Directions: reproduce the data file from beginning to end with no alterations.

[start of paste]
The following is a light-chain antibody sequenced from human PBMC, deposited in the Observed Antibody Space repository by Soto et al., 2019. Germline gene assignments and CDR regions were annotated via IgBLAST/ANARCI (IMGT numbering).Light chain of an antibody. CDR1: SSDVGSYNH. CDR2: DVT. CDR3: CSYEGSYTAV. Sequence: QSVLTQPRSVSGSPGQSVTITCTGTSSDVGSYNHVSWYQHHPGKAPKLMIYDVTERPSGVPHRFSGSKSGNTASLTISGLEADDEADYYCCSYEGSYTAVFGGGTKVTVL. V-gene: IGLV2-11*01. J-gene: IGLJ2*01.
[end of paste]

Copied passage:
The following is a light-chain antibody sequenced from human PBMC, deposited in the Observed Antibody Space repository by Soto et al., 2019. Germline gene assignments and CDR regions were annotated via IgBLAST/ANARCI (IMGT numbering).Light chain of an antibody. CDR1: SSDVGSYNH. CDR2: DVT. CDR3: CSYEGSYTAV. Sequence: QSVLTQPRSVSGSPGQSVTITCTGTSSDVGSYNHVSWYQHHPGKAPKLMIYDVTERPSGVPHRFSGSKSGNTASLTISGLEADDEADYYCCSYEGSYTAVFGGGTKVTVL. V-gene: IGLV2-11*01. J-gene: IGLJ2*01.